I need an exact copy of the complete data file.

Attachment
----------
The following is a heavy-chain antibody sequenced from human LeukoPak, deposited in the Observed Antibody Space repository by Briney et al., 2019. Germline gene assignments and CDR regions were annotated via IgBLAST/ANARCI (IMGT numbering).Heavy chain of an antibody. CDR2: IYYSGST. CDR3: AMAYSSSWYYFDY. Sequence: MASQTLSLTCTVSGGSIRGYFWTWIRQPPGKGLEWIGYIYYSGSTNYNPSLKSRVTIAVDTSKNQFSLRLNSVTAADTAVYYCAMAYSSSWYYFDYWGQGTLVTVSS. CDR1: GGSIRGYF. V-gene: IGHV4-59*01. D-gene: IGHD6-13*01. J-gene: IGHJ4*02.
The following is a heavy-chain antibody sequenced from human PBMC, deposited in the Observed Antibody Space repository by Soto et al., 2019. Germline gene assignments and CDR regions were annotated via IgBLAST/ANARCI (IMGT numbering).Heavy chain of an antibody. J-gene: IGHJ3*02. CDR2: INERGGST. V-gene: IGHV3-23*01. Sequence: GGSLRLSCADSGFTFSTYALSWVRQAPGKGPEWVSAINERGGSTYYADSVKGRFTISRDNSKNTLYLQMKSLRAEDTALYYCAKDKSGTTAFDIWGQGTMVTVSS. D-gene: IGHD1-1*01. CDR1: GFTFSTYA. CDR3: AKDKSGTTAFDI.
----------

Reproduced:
The following is a heavy-chain antibody sequenced from human LeukoPak, deposited in the Observed Antibody Space repository by Briney et al., 2019. Germline gene assignments and CDR regions were annotated via IgBLAST/ANARCI (IMGT numbering).Heavy chain of an antibody. CDR2: IYYSGST. CDR3: AMAYSSSWYYFDY. Sequence: MASQTLSLTCTVSGGSIRGYFWTWIRQPPGKGLEWIGYIYYSGSTNYNPSLKSRVTIAVDTSKNQFSLRLNSVTAADTAVYYCAMAYSSSWYYFDYWGQGTLVTVSS. CDR1: GGSIRGYF. V-gene: IGHV4-59*01. D-gene: IGHD6-13*01. J-gene: IGHJ4*02.
The following is a heavy-chain antibody sequenced from human PBMC, deposited in the Observed Antibody Space repository by Soto et al., 2019. Germline gene assignments and CDR regions were annotated via IgBLAST/ANARCI (IMGT numbering).Heavy chain of an antibody. J-gene: IGHJ3*02. CDR2: INERGGST. V-gene: IGHV3-23*01. Sequence: GGSLRLSCADSGFTFSTYALSWVRQAPGKGPEWVSAINERGGSTYYADSVKGRFTISRDNSKNTLYLQMKSLRAEDTALYYCAKDKSGTTAFDIWGQGTMVTVSS. D-gene: IGHD1-1*01. CDR1: GFTFSTYA. CDR3: AKDKSGTTAFDI.